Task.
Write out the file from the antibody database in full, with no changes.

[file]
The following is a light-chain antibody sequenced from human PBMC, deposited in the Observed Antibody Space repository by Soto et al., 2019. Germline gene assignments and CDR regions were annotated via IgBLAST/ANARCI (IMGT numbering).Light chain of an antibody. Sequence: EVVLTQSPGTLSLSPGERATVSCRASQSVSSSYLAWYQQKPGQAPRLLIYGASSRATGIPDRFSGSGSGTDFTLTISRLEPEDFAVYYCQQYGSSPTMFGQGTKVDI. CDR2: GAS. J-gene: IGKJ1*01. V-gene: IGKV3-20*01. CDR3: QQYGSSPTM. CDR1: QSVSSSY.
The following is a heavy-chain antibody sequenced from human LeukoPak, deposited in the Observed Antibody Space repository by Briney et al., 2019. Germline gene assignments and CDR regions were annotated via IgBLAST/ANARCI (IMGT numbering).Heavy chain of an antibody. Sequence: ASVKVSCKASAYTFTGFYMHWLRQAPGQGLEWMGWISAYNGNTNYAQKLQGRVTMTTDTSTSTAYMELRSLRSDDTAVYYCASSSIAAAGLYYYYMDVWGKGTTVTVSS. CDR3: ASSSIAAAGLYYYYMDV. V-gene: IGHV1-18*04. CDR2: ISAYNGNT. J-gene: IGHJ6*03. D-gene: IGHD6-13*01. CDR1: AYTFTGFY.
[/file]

The following is a light-chain antibody sequenced from human PBMC, deposited in the Observed Antibody Space repository by Soto et al., 2019. Germline gene assignments and CDR regions were annotated via IgBLAST/ANARCI (IMGT numbering).Light chain of an antibody. Sequence: EVVLTQSPGTLSLSPGERATVSCRASQSVSSSYLAWYQQKPGQAPRLLIYGASSRATGIPDRFSGSGSGTDFTLTISRLEPEDFAVYYCQQYGSSPTMFGQGTKVDI. CDR2: GAS. J-gene: IGKJ1*01. V-gene: IGKV3-20*01. CDR3: QQYGSSPTM. CDR1: QSVSSSY.
The following is a heavy-chain antibody sequenced from human LeukoPak, deposited in the Observed Antibody Space repository by Briney et al., 2019. Germline gene assignments and CDR regions were annotated via IgBLAST/ANARCI (IMGT numbering).Heavy chain of an antibody. Sequence: ASVKVSCKASAYTFTGFYMHWLRQAPGQGLEWMGWISAYNGNTNYAQKLQGRVTMTTDTSTSTAYMELRSLRSDDTAVYYCASSSIAAAGLYYYYMDVWGKGTTVTVSS. CDR3: ASSSIAAAGLYYYYMDV. V-gene: IGHV1-18*04. CDR2: ISAYNGNT. J-gene: IGHJ6*03. D-gene: IGHD6-13*01. CDR1: AYTFTGFY.